London (ptp024/19.06.2018/12:00) - After 11 years of intensive work, the World Health Organisation (WHO) in Geneva released the new ICD-11 (International Statistical Classification of Diseases and Related Health Problems). With the involvement of 270 institutions in 99 countries, all of them directly engaged, this effort was one of the most consultative processes in WHO history, as experts underlined. The ICD-11 which is available in electronic format replaces the ICD-10, published in 1991. The Joint Taskforce and Review Group for the ICD-11 included hundreds of experts in various fields.
"From a neurology perspective, this major undertaking is a very positive step forward for the future of neurology practice and funding, although there are still some issues that need to be discussed further," Prof Raad Shakir, Chair of the Neuroscience Topic Advisory Group (TAG) and Past President of the World Federation of Neurology (WFN) said in commenting on the neurology chapter of the new ICD-11. The TAG had seven core members and 42 other experts, with all subspecialty organisations involved.
In the view of neuroscience and neurology experts, one of the most important news is that stroke is now classified as a neurological disease. This has important implications for funding of neurological services, according to Prof Shakir: "In the past, stroke was part of the cardiovascular diseases, together with cardiac conditions. With the recognition of stroke being a neurological disease we see an important clarification that a sufficient number of neurologists will be needed to apply all those lifesaving modern treatments in stroke which were not available 25 years ago."
Another new aspect in ICD-11: "The field of genetics as a cause of neuro-degenerative diseases is now opened by this classification," Prof Shakir said. There are other important disorders reflected in ICD-11 which were not recognized more than 25 years ago when ICD-10 was published: This holds true for conditions in the field of neuro-immunology, especially cancer-related ones (paraneoplastic syndromes), and for Prion diseases, a group of serious, progressive fatal disorders caused by abnormally shaped infectious proteins and for which specialized care is needed.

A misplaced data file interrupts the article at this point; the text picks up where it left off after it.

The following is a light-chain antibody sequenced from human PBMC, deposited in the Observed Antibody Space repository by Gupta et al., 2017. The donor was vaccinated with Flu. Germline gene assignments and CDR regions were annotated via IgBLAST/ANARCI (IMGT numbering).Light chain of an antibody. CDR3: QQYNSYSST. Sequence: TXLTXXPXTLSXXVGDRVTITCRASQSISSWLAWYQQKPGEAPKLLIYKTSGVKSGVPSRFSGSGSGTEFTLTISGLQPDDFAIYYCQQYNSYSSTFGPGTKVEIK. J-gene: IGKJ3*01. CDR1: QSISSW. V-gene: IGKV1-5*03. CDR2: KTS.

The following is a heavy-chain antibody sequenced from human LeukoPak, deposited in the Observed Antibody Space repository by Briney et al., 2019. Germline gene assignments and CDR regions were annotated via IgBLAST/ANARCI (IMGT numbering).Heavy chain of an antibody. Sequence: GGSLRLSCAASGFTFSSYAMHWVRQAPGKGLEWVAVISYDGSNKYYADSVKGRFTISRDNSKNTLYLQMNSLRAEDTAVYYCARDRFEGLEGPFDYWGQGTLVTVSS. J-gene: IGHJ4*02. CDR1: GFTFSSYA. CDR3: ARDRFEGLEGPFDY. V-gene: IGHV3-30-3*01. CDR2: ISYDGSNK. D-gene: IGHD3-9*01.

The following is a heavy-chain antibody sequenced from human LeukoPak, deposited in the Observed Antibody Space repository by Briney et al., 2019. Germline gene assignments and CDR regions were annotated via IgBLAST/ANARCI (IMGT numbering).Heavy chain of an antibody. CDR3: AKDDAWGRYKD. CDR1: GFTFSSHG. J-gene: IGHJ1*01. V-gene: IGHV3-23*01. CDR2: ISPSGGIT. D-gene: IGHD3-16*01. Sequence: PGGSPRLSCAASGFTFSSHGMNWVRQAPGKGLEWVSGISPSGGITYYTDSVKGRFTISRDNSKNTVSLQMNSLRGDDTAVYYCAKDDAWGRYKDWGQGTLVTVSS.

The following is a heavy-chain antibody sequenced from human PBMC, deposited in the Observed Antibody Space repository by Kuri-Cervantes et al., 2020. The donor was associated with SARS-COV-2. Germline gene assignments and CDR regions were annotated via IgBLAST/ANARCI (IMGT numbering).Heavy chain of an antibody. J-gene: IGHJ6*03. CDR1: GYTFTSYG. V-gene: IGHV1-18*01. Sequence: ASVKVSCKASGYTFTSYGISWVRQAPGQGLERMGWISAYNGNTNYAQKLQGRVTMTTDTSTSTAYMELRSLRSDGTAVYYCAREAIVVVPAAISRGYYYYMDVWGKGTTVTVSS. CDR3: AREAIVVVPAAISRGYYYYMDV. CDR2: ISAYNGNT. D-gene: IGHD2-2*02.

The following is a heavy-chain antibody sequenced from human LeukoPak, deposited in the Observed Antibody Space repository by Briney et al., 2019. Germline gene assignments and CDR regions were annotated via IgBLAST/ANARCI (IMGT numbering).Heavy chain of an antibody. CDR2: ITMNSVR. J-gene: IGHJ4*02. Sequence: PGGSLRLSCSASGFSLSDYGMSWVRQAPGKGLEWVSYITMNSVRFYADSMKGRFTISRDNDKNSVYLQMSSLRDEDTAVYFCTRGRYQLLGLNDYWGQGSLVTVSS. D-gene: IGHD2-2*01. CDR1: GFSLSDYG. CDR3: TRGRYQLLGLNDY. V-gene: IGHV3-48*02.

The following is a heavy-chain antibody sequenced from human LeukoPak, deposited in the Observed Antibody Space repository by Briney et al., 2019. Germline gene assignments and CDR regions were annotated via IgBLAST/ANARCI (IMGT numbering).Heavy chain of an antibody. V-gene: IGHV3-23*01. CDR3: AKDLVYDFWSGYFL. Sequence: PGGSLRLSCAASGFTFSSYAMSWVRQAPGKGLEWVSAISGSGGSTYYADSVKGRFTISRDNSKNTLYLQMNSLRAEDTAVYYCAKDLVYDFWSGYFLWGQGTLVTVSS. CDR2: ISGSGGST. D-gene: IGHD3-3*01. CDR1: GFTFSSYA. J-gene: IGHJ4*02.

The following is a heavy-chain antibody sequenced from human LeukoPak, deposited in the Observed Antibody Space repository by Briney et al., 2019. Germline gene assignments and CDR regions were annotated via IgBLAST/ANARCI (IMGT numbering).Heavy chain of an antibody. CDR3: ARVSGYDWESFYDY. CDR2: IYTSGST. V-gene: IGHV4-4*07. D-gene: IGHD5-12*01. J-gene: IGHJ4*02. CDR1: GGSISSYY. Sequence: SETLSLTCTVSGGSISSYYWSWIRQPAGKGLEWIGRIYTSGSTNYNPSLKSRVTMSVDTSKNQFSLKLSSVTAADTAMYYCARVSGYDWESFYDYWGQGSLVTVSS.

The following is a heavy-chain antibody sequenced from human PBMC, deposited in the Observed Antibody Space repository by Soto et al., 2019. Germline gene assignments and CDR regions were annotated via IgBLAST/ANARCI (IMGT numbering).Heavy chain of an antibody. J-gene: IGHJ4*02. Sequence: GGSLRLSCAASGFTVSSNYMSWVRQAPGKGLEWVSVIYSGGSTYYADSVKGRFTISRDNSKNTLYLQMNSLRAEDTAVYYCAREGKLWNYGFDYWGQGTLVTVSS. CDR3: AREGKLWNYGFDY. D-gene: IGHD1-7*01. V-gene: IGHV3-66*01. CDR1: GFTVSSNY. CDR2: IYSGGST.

"It is the aim of the neurology chapter of the ICD-11 to make it easy to apply for those working in the less developed parts of the world and at the same time sophisticated enough for those working in highly specialized institutions", Prof Shakir said. "By and large we have achieved this purpose. I am most grateful to those specialists all over the world who helped and advised in the course of this process."
"The World Federation of Neurology welcomes the commencement of this new era in disease classification", said WFN President Prof William Carroll. "We recognize the difficulties that had to be overcome in the course of this complex process and appreciate all the efforts undertaken to make the ICD more workable and appropriate. The ICD-11 well reflects important advances in medicine, in particular in neurology." According to Prof Carroll, "the WFN appreciates very much having been part in this important process and is looking forward to further collaborating with the WHO to discuss future developments."
Prof Wolfgang Grisold, Secretary General of the WFN, said the new ICD-11 is "in the best interest of patients because it mirrors the reality of neurological practice. The example of stroke shows that this classification is paramount for healthcare policy because it will help shift resources and funding to where they are needed for the best care. For the first time, the newly emerging spectrum of autoimmune encephalopathies is mentioned in detail which will help to increase awareness for these diseases."
The ICD-11 is now open for "trial implementation" and comments and is expected to be approved by the World Health Assembly in 2019.
WFN Press Office:
Dr Birgit Kofler